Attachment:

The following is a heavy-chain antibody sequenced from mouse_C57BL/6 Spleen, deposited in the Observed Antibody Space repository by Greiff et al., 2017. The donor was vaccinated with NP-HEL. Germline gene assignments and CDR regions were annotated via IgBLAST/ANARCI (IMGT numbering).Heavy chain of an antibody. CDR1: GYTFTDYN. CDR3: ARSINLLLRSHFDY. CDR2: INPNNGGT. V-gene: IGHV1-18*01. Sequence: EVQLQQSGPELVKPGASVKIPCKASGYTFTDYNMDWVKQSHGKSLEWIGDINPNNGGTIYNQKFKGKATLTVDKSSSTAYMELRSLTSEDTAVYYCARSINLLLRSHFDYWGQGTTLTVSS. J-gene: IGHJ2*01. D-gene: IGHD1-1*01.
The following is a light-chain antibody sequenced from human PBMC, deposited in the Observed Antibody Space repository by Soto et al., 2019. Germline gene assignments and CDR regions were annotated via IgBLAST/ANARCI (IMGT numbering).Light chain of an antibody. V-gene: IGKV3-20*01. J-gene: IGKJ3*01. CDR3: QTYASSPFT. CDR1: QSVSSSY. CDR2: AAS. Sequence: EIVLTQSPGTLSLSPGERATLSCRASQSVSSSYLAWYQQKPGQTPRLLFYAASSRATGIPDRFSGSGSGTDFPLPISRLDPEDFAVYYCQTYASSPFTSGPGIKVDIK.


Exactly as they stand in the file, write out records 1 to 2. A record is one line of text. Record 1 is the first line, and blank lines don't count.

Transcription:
The following is a heavy-chain antibody sequenced from mouse_C57BL/6 Spleen, deposited in the Observed Antibody Space repository by Greiff et al., 2017. The donor was vaccinated with NP-HEL. Germline gene assignments and CDR regions were annotated via IgBLAST/ANARCI (IMGT numbering).Heavy chain of an antibody. CDR1: GYTFTDYN. CDR3: ARSINLLLRSHFDY. CDR2: INPNNGGT. V-gene: IGHV1-18*01. Sequence: EVQLQQSGPELVKPGASVKIPCKASGYTFTDYNMDWVKQSHGKSLEWIGDINPNNGGTIYNQKFKGKATLTVDKSSSTAYMELRSLTSEDTAVYYCARSINLLLRSHFDYWGQGTTLTVSS. J-gene: IGHJ2*01. D-gene: IGHD1-1*01.
The following is a light-chain antibody sequenced from human PBMC, deposited in the Observed Antibody Space repository by Soto et al., 2019. Germline gene assignments and CDR regions were annotated via IgBLAST/ANARCI (IMGT numbering).Light chain of an antibody. V-gene: IGKV3-20*01. J-gene: IGKJ3*01. CDR3: QTYASSPFT. CDR1: QSVSSSY. CDR2: AAS. Sequence: EIVLTQSPGTLSLSPGERATLSCRASQSVSSSYLAWYQQKPGQTPRLLFYAASSRATGIPDRFSGSGSGTDFPLPISRLDPEDFAVYYCQTYASSPFTSGPGIKVDIK.